Agile software development through Scrum
Among other software development frameworks like Lean software development Springtimesoft uses an agile approach, in specific Scrum, to deliver the best possible software and web applications to their clients.
Springtimesoft has successfully carried out government and non-government projects within New Zealand and overseas using this approach.
What is Scrum?
- A Product Owner creates a prioritised wish list called a Product Backlog.
- During Sprint Planning, the team pulls a small chunk from the top of that wishlist, a Sprint Backlog, and decides how to implement those features.
- Each feature request get broken down into Tasks.
- Each Task get assigned to a member of the Development Team.
- Along the way, the ScrumMaster keeps the team focused on its goal.
- At the end of the Sprint, the work should be potentially shippable, as in ready to hand to a customer or show to a stakeholder.
- The Sprint ends with a Sprint Review and Sprint Retrospective.
- As the next Sprint begins, the team chooses another chunk of the Product Backlog and begins working again.
In bigger projects a Daily Scrum meeting should be held among the team to ensure good communication. In smaller teams a Daily Scrum does not add much value as long as constant communication within the team is practiced.
Why Springtimesoft is using Scrum?
- Lower risks of failure
- Higher customer satisfaction
- Bugs can be found earlier which makes fixing therm cheaper
- Better communication with the client
- Continuous changes are possible
- Very flexible and transparent
Additionally Springtimesoft is using source control which makes it easy to deploy and also roll back changes with literally one click. It also makes Springtimesoft’s development even more transparent as each single code change is documented and accessible for the client.
Principles behind the Agile Manifesto
- Our highest priority is to satisfy the customer through early and continuous delivery of valuable software.
- Welcome changing requirements, even late in development.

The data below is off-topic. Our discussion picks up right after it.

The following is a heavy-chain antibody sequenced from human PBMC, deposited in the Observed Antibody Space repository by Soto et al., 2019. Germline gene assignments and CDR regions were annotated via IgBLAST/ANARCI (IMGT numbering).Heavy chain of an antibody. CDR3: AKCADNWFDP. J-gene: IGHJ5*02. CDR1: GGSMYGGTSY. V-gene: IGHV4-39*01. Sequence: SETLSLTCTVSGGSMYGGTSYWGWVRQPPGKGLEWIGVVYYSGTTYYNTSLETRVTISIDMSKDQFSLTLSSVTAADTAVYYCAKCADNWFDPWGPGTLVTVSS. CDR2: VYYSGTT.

- Agile processes harness change for the customer’s competitive advantage.
- Deliver working software frequently, from a couple of weeks to a couple of months, with a preference to the shorter timescale.
- Business people and developers must work together daily throughout the project.
- Build projects around motivated individuals.
- Give them the environment and support they need, and trust them to get the job done.
- The most efficient and effective method of conveying information to and within a development team is face-to-face conversation.
- Working software is the primary measure of progress.
- Agile processes promote sustainable development.
- The sponsors, developers, and users should be able to maintain a constant pace indefinitely.
- Continuous attention to technical excellence and good design enhances agility.
- Simplicity - the art of maximizing the amount of work not done - is essential.
- The best architectures, requirements, and designs emerge from self-organising teams.
- At regular intervals, the team reflects on how to become more effective, then tunes and adjusts its behavior accordingly.
|Scrum||Agile software development framework|
|ScrumMaster||~ Project Manager|
|Daily Scrum||Team communication meeting|
|Product Owner||Voice of the customer|
|User Story (US)||Feature|
|Product Backlog||Ordered list of requirements|
|Task||User Stories get broken down into smaller Tasks|
|Sprint Cycle||See graphic on page 3|
|User Acceptance Testing (UAT)||Actual software users test the software|
|Sprint Planning||Which features can be put in the next Sprint|
|Product Release||At the end of a release is the deployment|
|Sprint Backlog||List of work for a Sprint|
|Sprint Review||Which work was completed?|
|Sprint Execution||Implementation of the Sprint Backlog|
|Sprint Retrospective||What could be improved in the next Sprint?|
|Sprint Velocity||Amount of hours that can be put into a Sprint|
See how Springtimesoft is using Trello for Scrum.